“I’m still allowed to exist.”
Although most of his films have been proven to be exhausting and challenging experiences, the nature of the subject Shinya Tsukamoto tackles in “Kotoko” may just be the most difficult. Since his body of work, especially after “Tokyo Fist”, explores the link between body and spirit, perhaps “Kotoko” can be regarded as the natural result of these ideas in Tsukamoto’s films. Inspired by the songs and lyrics of Japanese singer Cocco, the director had planned to make a film with her for quite some time. After collaborating with her for the music video to her song “Cocco uta no o sanpo” and many interviews with her, he eventually wanted to explore more of the world the singer deals with in her songs.
Kotoko (Cocco) is a young woman living in Tokyo. In a small apartment, she takes care of her son and tries to find suitable work for her since her mental condition makes it impossible for her to work with others or concentrate. For quite some time, she has been suffering from double vision, episodes during which she imagines people wanting to attack her. Sad and desperate, she finds solace in cutting herself to confirm the reality around her as well as singing.
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However, as her episodes become increasingly more violent, her relatives decide to step in and take away her child. During a bus ride to her apartment, she also gets the attention of a man (Shinya Tsukamoto), who becomes fascinated by the beauty of her singing. His attempts to be close to Kotoko and even start a relationship with her might just help her, but could also be a potential danger for both of them.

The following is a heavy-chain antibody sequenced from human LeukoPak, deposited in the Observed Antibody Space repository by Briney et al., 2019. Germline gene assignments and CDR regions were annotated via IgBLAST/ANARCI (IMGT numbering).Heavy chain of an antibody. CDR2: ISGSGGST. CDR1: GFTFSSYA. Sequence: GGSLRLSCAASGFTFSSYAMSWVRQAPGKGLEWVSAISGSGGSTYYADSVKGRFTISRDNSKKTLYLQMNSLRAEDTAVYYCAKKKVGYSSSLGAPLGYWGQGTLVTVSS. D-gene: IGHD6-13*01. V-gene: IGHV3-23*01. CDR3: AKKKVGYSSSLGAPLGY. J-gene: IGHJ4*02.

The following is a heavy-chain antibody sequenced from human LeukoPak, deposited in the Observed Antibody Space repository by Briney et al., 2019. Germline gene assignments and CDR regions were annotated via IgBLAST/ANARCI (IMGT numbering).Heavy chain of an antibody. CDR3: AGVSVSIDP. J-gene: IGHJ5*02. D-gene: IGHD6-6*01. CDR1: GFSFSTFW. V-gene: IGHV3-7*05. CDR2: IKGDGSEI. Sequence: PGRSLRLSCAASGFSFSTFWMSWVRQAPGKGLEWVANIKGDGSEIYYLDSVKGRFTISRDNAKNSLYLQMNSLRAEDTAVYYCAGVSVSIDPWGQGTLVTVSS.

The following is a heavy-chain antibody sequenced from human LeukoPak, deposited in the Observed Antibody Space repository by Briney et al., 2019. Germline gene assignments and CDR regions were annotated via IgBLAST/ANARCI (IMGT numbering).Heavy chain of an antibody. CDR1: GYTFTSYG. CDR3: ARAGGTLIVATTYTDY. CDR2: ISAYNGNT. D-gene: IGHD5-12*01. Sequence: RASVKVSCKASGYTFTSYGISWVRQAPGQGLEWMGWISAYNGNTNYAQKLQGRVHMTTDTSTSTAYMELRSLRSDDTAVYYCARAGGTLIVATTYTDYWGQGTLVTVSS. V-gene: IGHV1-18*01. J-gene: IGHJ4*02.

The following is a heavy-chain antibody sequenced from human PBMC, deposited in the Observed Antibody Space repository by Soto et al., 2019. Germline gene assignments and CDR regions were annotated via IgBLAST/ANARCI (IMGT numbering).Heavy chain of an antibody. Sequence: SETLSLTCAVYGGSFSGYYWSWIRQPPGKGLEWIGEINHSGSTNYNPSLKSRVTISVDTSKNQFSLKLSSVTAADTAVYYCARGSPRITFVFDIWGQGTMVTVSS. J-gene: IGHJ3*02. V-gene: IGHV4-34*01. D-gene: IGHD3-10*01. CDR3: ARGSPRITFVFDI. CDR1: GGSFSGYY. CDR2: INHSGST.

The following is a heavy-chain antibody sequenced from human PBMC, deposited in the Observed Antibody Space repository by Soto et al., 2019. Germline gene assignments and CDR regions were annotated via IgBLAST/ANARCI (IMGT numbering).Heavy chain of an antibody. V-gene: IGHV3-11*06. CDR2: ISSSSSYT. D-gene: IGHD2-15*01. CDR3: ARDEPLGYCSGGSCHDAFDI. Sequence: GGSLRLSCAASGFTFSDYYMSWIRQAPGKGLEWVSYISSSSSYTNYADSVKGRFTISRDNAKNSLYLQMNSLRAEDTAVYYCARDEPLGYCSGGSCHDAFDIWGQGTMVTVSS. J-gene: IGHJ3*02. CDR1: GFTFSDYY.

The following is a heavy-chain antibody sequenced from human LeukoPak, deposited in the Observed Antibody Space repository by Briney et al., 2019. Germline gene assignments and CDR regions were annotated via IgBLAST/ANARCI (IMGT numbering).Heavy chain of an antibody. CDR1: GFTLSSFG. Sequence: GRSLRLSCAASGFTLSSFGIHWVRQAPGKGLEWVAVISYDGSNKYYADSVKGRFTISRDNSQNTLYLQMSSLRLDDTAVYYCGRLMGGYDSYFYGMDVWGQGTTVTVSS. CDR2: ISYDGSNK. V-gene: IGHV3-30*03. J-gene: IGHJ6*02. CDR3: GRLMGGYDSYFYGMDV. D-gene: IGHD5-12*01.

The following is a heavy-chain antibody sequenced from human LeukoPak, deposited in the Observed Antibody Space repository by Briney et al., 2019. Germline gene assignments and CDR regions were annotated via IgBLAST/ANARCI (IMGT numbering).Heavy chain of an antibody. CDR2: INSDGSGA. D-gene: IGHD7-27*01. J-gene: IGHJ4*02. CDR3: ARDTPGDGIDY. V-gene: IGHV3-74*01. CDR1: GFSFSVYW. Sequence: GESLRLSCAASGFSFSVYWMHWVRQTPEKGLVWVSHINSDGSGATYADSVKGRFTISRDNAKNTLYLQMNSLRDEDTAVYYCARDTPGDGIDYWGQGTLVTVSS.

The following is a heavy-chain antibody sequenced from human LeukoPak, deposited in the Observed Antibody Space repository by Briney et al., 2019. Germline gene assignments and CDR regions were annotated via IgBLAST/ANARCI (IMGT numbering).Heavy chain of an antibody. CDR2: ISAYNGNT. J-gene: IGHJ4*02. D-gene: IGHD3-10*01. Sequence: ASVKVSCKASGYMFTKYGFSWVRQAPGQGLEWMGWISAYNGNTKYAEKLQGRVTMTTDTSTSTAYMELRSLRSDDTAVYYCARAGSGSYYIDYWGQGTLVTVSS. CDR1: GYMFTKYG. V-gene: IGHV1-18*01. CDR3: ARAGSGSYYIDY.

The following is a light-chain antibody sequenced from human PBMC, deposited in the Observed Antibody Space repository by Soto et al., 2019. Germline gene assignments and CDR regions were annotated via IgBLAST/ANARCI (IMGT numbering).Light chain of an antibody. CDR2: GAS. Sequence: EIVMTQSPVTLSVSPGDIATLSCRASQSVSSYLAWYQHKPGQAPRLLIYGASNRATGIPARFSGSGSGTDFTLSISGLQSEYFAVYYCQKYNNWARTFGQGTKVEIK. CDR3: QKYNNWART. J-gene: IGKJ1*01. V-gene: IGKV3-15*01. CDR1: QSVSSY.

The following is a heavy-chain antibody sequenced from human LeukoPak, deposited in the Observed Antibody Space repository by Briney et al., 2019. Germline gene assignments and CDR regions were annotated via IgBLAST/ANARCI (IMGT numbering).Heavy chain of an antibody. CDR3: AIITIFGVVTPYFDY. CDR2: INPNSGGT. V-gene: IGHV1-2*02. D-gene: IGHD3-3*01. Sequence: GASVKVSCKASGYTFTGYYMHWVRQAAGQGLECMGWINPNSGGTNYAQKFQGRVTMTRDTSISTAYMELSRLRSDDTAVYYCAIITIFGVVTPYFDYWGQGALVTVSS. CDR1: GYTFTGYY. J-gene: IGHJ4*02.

While most movies dealing with the subject of mental illness deal with the subject from the outside, showing the physical and psychological breakdown of the character, this is certainly not what “Kotoko” is after. Similar to the kind of approach he used in the majority of his work, the use of first-person-perspective reflects the distortion of reality Kotoko experiences when she goes through her daily routine. The scenes in which strangers, even loved ones, become potential threats to her, wanting to hurt her are supported by audiovisual distortion, making these images almost unbearable. From the eyes of Tsukamoto’s camera, which, in this case, are Kotoko’s, reality has not just become a blurry, but overall hostile construct questioning the nature of one’s perception. Essentially, the audience is in a way forced to understand Kotoko’s condition through self-experience.
Considering this approach to the theme, the main emphasis of the narrative lies on Cocco’s performance. Even though Tsukamoto has worked with non-actors before, this might just be the best, most intense performance in one of his films as Cocco goes through both the emotional and physical challenges of her character. Especially the few scenes with her son or at the beach when she visits her relatives express the kind of longing she feels for a sense of normality, a more harmonious perception of reality. Naturally, the significance of singing, the beautiful voice of Cocco further highlight this longing, making the contrast between these scenes and the images of self-harm and violence even more painful.
In the end, “Kotoko” is an emotionally challenging film, an experience which will leave its viewer exhausted and troubled. Based on a terrific central performance and great cinematography, “Kotoko” is a true achievement for its creator. This is a heartbreaking film which hopefully will find many more viewers in the years to come as it is perhaps the most important entry in Tsukamoto’s body of work.
1) Vijn, Ard (2012) IFFR 2012 Interview: Shinya Tsukamoto
https://screenanarchy.com/2012/02/iffr-2012-interview-shinya-tsukamoto-talks-kotoko.html , last accessed on: 06/09/2019
2) Magee, Chris (2011) Shinya Tsukamoto discusses “Kotoko”, singer Cocco, animation and more
http://jfilmpowwow.blogspot.com/2011/09/interview-shinya-tsukamoto-discusses.html , last accessed on: 06/09/2019